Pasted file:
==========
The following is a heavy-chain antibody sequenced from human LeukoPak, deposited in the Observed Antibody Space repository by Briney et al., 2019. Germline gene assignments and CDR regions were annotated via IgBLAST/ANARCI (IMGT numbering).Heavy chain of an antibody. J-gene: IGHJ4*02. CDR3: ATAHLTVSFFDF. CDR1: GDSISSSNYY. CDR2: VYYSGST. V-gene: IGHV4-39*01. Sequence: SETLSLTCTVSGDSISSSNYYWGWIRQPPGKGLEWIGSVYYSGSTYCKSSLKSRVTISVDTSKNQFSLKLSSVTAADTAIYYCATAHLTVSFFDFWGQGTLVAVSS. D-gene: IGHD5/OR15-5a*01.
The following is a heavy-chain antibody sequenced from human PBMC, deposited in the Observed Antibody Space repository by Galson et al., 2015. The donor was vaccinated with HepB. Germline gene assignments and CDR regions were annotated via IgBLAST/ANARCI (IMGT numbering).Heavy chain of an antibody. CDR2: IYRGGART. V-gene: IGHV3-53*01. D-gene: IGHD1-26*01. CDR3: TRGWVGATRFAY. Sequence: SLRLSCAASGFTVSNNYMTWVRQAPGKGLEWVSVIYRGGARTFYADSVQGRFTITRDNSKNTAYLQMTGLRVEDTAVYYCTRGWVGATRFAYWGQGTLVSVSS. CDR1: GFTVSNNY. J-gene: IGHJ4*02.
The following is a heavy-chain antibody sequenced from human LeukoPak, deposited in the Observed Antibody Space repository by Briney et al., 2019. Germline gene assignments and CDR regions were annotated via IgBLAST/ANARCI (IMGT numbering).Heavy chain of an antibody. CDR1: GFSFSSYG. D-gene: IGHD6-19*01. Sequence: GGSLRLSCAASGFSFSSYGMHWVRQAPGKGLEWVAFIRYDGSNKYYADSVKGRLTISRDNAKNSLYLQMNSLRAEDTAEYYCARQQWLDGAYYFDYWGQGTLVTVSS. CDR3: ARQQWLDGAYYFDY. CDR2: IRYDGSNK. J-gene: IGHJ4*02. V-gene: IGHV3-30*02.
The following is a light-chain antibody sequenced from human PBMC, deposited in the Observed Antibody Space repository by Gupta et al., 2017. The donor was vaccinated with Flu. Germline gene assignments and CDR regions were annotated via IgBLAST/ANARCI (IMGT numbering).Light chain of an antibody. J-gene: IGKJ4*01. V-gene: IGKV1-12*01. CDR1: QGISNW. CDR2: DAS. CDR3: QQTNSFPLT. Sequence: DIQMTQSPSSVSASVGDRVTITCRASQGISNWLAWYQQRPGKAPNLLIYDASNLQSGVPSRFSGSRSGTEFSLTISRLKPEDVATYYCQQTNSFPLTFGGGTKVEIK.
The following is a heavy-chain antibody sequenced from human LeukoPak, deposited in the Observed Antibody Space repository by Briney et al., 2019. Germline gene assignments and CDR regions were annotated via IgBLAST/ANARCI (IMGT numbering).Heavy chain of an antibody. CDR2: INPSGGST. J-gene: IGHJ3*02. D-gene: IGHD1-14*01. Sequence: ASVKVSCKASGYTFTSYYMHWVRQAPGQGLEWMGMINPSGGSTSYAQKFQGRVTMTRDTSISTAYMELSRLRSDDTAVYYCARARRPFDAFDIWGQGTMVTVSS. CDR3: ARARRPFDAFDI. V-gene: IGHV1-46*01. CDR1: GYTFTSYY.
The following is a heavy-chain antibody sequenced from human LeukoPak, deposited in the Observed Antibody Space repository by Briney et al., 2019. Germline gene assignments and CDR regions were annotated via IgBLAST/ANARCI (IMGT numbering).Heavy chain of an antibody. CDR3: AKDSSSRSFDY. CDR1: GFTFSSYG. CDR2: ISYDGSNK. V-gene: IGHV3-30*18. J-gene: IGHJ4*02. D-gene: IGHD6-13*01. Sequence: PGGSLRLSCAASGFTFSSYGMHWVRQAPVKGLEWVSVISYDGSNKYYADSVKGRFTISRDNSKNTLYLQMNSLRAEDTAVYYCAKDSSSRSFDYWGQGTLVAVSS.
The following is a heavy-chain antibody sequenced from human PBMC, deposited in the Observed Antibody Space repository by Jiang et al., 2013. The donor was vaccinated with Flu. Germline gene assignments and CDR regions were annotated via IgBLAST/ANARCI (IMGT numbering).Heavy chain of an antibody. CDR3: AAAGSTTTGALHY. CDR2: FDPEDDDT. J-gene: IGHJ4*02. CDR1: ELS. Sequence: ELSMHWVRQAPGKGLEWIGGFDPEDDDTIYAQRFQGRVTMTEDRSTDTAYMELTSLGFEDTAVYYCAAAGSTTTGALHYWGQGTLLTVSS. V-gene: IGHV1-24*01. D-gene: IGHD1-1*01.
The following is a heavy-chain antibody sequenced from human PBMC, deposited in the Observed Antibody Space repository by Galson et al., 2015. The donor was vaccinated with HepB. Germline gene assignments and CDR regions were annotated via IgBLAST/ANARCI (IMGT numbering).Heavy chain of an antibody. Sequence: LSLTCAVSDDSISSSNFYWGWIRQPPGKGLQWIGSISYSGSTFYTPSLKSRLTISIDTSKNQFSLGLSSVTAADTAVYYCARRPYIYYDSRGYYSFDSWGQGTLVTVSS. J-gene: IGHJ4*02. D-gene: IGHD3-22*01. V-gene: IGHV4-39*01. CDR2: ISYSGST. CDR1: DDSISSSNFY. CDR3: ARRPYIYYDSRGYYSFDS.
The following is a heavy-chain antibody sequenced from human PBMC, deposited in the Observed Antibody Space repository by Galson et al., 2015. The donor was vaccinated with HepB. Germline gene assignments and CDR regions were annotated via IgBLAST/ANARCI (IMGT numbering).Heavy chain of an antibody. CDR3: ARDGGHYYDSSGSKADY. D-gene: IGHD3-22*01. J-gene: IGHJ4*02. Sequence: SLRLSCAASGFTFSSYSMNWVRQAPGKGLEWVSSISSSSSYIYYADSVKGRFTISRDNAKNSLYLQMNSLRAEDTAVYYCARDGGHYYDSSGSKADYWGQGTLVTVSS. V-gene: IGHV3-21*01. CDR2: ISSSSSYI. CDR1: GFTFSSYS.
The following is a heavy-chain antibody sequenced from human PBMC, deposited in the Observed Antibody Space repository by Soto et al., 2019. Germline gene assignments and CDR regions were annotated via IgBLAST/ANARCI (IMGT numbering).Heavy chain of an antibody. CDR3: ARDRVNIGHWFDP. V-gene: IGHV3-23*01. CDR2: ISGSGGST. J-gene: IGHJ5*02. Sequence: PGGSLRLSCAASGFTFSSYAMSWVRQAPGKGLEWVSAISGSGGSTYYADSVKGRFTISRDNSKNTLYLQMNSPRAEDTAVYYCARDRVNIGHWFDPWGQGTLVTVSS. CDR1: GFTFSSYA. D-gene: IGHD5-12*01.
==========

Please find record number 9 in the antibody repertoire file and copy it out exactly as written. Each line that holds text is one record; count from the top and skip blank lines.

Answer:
The following is a heavy-chain antibody sequenced from human PBMC, deposited in the Observed Antibody Space repository by Galson et al., 2015. The donor was vaccinated with HepB. Germline gene assignments and CDR regions were annotated via IgBLAST/ANARCI (IMGT numbering).Heavy chain of an antibody. CDR3: ARDGGHYYDSSGSKADY. D-gene: IGHD3-22*01. J-gene: IGHJ4*02. Sequence: SLRLSCAASGFTFSSYSMNWVRQAPGKGLEWVSSISSSSSYIYYADSVKGRFTISRDNAKNSLYLQMNSLRAEDTAVYYCARDGGHYYDSSGSKADYWGQGTLVTVSS. V-gene: IGHV3-21*01. CDR2: ISSSSSYI. CDR1: GFTFSSYS.